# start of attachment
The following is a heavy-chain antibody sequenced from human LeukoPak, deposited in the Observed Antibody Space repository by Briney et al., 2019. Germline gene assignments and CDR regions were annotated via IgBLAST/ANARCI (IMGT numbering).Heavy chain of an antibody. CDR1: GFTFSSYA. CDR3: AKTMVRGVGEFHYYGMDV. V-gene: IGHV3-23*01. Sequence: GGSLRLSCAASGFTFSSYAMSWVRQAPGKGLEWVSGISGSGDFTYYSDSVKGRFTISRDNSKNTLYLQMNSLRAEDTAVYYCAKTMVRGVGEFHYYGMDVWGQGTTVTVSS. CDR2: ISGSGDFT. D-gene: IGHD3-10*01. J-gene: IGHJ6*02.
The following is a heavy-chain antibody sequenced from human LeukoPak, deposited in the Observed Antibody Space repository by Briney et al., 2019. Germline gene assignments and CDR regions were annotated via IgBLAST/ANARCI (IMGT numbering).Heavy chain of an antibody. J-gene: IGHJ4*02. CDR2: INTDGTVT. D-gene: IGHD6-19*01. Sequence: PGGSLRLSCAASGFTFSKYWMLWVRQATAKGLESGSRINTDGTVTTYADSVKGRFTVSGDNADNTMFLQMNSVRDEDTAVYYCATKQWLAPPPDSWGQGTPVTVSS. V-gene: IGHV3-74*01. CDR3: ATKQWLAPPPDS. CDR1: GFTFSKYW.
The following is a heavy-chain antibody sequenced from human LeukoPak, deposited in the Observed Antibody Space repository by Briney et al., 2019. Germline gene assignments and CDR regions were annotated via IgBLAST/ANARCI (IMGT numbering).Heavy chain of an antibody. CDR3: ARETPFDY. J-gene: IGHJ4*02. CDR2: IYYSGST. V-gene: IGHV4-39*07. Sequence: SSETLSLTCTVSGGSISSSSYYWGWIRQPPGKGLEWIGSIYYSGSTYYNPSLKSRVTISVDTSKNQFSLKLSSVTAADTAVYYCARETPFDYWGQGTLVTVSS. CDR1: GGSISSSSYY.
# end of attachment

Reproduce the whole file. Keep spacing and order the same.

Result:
The following is a heavy-chain antibody sequenced from human LeukoPak, deposited in the Observed Antibody Space repository by Briney et al., 2019. Germline gene assignments and CDR regions were annotated via IgBLAST/ANARCI (IMGT numbering).Heavy chain of an antibody. CDR1: GFTFSSYA. CDR3: AKTMVRGVGEFHYYGMDV. V-gene: IGHV3-23*01. Sequence: GGSLRLSCAASGFTFSSYAMSWVRQAPGKGLEWVSGISGSGDFTYYSDSVKGRFTISRDNSKNTLYLQMNSLRAEDTAVYYCAKTMVRGVGEFHYYGMDVWGQGTTVTVSS. CDR2: ISGSGDFT. D-gene: IGHD3-10*01. J-gene: IGHJ6*02.
The following is a heavy-chain antibody sequenced from human LeukoPak, deposited in the Observed Antibody Space repository by Briney et al., 2019. Germline gene assignments and CDR regions were annotated via IgBLAST/ANARCI (IMGT numbering).Heavy chain of an antibody. J-gene: IGHJ4*02. CDR2: INTDGTVT. D-gene: IGHD6-19*01. Sequence: PGGSLRLSCAASGFTFSKYWMLWVRQATAKGLESGSRINTDGTVTTYADSVKGRFTVSGDNADNTMFLQMNSVRDEDTAVYYCATKQWLAPPPDSWGQGTPVTVSS. V-gene: IGHV3-74*01. CDR3: ATKQWLAPPPDS. CDR1: GFTFSKYW.
The following is a heavy-chain antibody sequenced from human LeukoPak, deposited in the Observed Antibody Space repository by Briney et al., 2019. Germline gene assignments and CDR regions were annotated via IgBLAST/ANARCI (IMGT numbering).Heavy chain of an antibody. CDR3: ARETPFDY. J-gene: IGHJ4*02. CDR2: IYYSGST. V-gene: IGHV4-39*07. Sequence: SSETLSLTCTVSGGSISSSSYYWGWIRQPPGKGLEWIGSIYYSGSTYYNPSLKSRVTISVDTSKNQFSLKLSSVTAADTAVYYCARETPFDYWGQGTLVTVSS. CDR1: GGSISSSSYY.